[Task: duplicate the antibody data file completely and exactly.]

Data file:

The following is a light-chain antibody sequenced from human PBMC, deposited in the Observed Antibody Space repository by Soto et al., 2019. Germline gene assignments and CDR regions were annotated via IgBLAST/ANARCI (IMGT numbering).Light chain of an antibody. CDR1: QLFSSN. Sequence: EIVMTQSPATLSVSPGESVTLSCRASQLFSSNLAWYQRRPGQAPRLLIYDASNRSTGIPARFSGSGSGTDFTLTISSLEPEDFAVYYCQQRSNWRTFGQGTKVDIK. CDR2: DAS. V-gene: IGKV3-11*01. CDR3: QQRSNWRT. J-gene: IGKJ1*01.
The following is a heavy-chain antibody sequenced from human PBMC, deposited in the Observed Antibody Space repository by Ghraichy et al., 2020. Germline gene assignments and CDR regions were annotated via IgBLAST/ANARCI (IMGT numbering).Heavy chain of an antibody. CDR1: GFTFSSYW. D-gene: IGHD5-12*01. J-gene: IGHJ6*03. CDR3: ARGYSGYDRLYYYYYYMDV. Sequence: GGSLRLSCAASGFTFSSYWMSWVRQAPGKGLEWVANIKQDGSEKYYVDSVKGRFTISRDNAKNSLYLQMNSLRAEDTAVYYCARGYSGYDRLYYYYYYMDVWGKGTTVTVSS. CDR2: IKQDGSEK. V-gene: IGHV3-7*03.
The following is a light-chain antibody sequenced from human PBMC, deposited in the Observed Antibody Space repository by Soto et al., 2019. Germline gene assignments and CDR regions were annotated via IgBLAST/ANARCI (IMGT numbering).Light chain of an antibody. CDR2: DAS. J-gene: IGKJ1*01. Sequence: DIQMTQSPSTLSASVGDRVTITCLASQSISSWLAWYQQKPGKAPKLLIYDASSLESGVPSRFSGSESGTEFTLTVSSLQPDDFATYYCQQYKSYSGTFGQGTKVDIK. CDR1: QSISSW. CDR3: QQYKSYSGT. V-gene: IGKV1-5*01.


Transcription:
The following is a light-chain antibody sequenced from human PBMC, deposited in the Observed Antibody Space repository by Soto et al., 2019. Germline gene assignments and CDR regions were annotated via IgBLAST/ANARCI (IMGT numbering).Light chain of an antibody. CDR1: QLFSSN. Sequence: EIVMTQSPATLSVSPGESVTLSCRASQLFSSNLAWYQRRPGQAPRLLIYDASNRSTGIPARFSGSGSGTDFTLTISSLEPEDFAVYYCQQRSNWRTFGQGTKVDIK. CDR2: DAS. V-gene: IGKV3-11*01. CDR3: QQRSNWRT. J-gene: IGKJ1*01.
The following is a heavy-chain antibody sequenced from human PBMC, deposited in the Observed Antibody Space repository by Ghraichy et al., 2020. Germline gene assignments and CDR regions were annotated via IgBLAST/ANARCI (IMGT numbering).Heavy chain of an antibody. CDR1: GFTFSSYW. D-gene: IGHD5-12*01. J-gene: IGHJ6*03. CDR3: ARGYSGYDRLYYYYYYMDV. Sequence: GGSLRLSCAASGFTFSSYWMSWVRQAPGKGLEWVANIKQDGSEKYYVDSVKGRFTISRDNAKNSLYLQMNSLRAEDTAVYYCARGYSGYDRLYYYYYYMDVWGKGTTVTVSS. CDR2: IKQDGSEK. V-gene: IGHV3-7*03.
The following is a light-chain antibody sequenced from human PBMC, deposited in the Observed Antibody Space repository by Soto et al., 2019. Germline gene assignments and CDR regions were annotated via IgBLAST/ANARCI (IMGT numbering).Light chain of an antibody. CDR2: DAS. J-gene: IGKJ1*01. Sequence: DIQMTQSPSTLSASVGDRVTITCLASQSISSWLAWYQQKPGKAPKLLIYDASSLESGVPSRFSGSESGTEFTLTVSSLQPDDFATYYCQQYKSYSGTFGQGTKVDIK. CDR1: QSISSW. CDR3: QQYKSYSGT. V-gene: IGKV1-5*01.